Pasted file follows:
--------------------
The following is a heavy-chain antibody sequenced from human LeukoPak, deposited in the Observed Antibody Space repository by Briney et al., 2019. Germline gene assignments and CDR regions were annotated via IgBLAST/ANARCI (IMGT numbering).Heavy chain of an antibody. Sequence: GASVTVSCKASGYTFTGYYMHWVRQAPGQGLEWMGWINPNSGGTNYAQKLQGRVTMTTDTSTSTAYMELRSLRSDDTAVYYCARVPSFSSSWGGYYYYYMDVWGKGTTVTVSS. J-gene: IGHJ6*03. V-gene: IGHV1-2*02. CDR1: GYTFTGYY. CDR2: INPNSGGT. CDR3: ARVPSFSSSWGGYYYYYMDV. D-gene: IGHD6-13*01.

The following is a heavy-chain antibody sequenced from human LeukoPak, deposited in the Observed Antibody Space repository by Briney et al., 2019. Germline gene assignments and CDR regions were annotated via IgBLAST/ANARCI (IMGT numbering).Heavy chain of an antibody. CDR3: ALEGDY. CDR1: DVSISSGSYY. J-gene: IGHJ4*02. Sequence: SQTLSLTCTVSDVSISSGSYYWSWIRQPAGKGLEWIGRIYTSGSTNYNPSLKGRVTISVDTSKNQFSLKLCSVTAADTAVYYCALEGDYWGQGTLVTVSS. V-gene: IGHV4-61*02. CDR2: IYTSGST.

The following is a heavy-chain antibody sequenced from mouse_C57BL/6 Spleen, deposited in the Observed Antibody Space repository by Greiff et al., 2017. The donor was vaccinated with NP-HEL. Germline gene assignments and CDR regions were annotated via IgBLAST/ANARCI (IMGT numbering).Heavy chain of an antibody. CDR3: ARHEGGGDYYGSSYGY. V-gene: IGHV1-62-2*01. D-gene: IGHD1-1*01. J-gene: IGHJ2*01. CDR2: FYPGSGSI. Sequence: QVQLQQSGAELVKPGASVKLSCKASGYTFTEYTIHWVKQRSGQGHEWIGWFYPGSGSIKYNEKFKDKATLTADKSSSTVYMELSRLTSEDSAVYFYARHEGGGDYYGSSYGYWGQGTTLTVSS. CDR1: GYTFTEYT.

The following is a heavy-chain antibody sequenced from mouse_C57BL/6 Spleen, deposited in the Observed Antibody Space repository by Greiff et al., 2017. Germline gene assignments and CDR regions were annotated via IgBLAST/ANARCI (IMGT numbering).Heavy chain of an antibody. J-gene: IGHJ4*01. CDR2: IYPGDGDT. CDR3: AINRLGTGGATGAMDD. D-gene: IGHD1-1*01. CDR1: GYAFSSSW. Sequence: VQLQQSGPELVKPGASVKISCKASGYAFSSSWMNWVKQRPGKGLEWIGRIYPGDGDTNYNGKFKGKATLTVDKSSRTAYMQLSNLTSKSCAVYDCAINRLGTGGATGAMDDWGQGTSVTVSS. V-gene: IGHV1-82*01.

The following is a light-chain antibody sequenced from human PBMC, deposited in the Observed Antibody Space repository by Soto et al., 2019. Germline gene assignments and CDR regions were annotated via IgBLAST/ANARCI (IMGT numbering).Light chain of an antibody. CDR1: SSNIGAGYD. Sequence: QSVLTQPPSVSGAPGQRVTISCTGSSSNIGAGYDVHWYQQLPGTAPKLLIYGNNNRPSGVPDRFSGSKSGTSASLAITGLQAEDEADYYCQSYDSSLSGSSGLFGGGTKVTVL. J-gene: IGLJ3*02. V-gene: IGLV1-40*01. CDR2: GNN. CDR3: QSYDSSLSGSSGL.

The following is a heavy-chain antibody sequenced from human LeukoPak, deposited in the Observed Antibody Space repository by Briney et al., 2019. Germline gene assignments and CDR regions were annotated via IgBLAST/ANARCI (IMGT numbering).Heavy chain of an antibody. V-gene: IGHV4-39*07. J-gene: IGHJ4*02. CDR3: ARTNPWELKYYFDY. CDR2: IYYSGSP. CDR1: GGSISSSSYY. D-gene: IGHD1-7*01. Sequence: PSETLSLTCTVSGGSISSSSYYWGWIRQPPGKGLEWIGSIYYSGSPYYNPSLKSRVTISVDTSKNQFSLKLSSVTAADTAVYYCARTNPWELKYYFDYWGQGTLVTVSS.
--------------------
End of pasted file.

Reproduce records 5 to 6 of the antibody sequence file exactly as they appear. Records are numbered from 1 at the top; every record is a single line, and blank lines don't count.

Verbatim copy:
The following is a light-chain antibody sequenced from human PBMC, deposited in the Observed Antibody Space repository by Soto et al., 2019. Germline gene assignments and CDR regions were annotated via IgBLAST/ANARCI (IMGT numbering).Light chain of an antibody. CDR1: SSNIGAGYD. Sequence: QSVLTQPPSVSGAPGQRVTISCTGSSSNIGAGYDVHWYQQLPGTAPKLLIYGNNNRPSGVPDRFSGSKSGTSASLAITGLQAEDEADYYCQSYDSSLSGSSGLFGGGTKVTVL. J-gene: IGLJ3*02. V-gene: IGLV1-40*01. CDR2: GNN. CDR3: QSYDSSLSGSSGL.

The following is a heavy-chain antibody sequenced from human LeukoPak, deposited in the Observed Antibody Space repository by Briney et al., 2019. Germline gene assignments and CDR regions were annotated via IgBLAST/ANARCI (IMGT numbering).Heavy chain of an antibody. V-gene: IGHV4-39*07. J-gene: IGHJ4*02. CDR3: ARTNPWELKYYFDY. CDR2: IYYSGSP. CDR1: GGSISSSSYY. D-gene: IGHD1-7*01. Sequence: PSETLSLTCTVSGGSISSSSYYWGWIRQPPGKGLEWIGSIYYSGSPYYNPSLKSRVTISVDTSKNQFSLKLSSVTAADTAVYYCARTNPWELKYYFDYWGQGTLVTVSS.